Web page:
VIS­I­TORS MAY FUND MORE SER­VICES

Man­teca coun­cil moves to place room tax hike on Nov. 6 bal­lot

Manteca Bulletin - - Front Page - By DEN­NIS WYATT

Man­teca res­i­dents could se­cure an­other $1.8 mil­lion worth of municipal ser­vices an­nu­ally start­ing in 2020 by vot­ing to sup­port a mea­sure be­ing ad­vanced by the City Coun­cil to in­crease the mo­tel room tax from 9 to 12 per­cent.

That means hotel guests stay­ing in Man­teca that now pay a $9 a night tax on a $100 room would pay a $12 a night

tax for the same room start­ing in April 2019 if vot­ers em­brace the mea­sure be­ing placed on the Nov. 6 bal­lot.

Mayor Steve DeBrum noted it is a tax that doesn’t ding the pock­et­book of city res­i­dents — save for rare oc­ca­sions they may book a room at a lo­cal hotel — yet pro­vides them with a sig­nif­i­cant jump in municipal ser­vices.

DeBrum said that it is im­per­a­tive that an ef­fort be made to educate vot­ers that the tax will not cost them but that it will ben­e­fit them.

“Peo­ple when they see the word ‘tax’ tend to want to vote no,” DeBrum said.

Coun­cil­man Mike Morowit goes one step fur­ther not­ing a “yes” vote on the room tax in­crease would pro­vide a $1.1 mil­lion an­nual wind­fall to Man­teca’s pub­lic safety ef­forts in the ini­tial full year of col­lec­tion.

That’s be­cause the Mea­sure M pub­lic safety tax when it was ap­proved had lan­guage guar­an­tee­ing the com­bined gen­eral fund ex­pen­di­tures in any given year based on rev­enue col­lected that year would not drop be­low 62 per­cent. The lan­guage was in­cluded so Mea­sure M would never be used to sup­plant gen­eral fund sup­port of pub­lic safety costs that had his­tor­i­cally hoovered around the 62 per­cent level for years.

Mea­sure M funds were re­stricted to the hir­ing of per­son­nel.

Morowit, who served on the cit­i­zens’ over­sight committee to as­sure the vot­ers’ will is car­ried out af­ter pas­sage of Mea­sure M, said the room tax in­crease “would pro­vide a ma­jor boost in Man­teca’s pub­lic safety ef­forts with­out rais­ing taxes on res­i­dents.”

Coun­cil­man Richard Sil­ver­man noted in­creas­ing the room tax doesn’t in­crease the bur­den on lo­cal tax­pay­ers and it doesn’t hurt busi­ness.

Sil­ver­man said when he trav­els to places such as San Diego he pays a room tax that is higher than the pro­posed 12 per­cent room tax would be in Man­teca.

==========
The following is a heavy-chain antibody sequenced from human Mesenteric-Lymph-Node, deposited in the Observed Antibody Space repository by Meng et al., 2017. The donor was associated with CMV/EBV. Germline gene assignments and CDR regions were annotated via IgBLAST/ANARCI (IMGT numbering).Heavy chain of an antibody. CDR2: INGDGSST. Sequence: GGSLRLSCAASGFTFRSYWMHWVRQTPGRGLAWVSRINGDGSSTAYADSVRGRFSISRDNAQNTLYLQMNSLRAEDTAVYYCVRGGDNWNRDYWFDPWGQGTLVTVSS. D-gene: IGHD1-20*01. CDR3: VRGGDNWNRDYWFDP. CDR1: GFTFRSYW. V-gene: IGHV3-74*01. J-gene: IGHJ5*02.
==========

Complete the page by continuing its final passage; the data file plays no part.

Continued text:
What is at stake is sig­nif­i­cant. Man­teca ex­pects to re­ceive $1,210,000 in room taxes dur­ing the fis­cal year start­ing July 1. If a 12 per­cent room tax were in place that amount would be $1,503,333.

Af­ter the first full year of Great Wolf be­ing open, un­der a 25-year room tax split that was ne­go­ti­ated the city would re­ceive $581,700. Given that any in­crease up to the capped 12 per­cent would go 100 per­cent to Man­teca, hav­ing the 12 per­cent rate in place when Great Wolf opens would bump Man­teca’s an­nual room tax from Great Wolf to $2,023,700.

That means if Great Wolf were open to­day and the 12 per­cent tax rate was in place be­tween ex­ist­ing ho­tels and the in­door wa­ter­park re­sort, Man­teca would have been able to count on al­most $2.4 mil­lion in ad­di­tional fund­ing in the up­com­ing fis­cal year.

The im­pact mea­sured by what the city would be ca­pa­ble of do­ing is sig­nif­i­cant. Given that 62 per­cent of the gen­eral fund goes to pub­lic safety that means $1.4 mil­lion more a year would flow into the po­lice and fire bud­gets based on the ini­tial Great Wolf an­nual room tax pro­jec­tions com­bined with the 3 cents on a dol­lar in­crease. Given salary and ben­e­fits ac­count for more than 80 per­cent of gen­eral fund ex­pen­di­tures, around $1.1 mil­lion would be able to go to­ward staffing. Re­al­iz­ing there are other needs be­sides front­line fire­fight­ers and sworn po­lice officers in each de­part­ment, if you as­sume $800,000 of that goes to first re­spon­ders po­si­tion the city could pos­si­bly hire up to six more po­lice officers and/or freighters.

Ho­tels such as the Hamp­ton Inn & Suites are key play­ers in help­ing to fund Man­teca municipal ser­vices. Bul­letin photo

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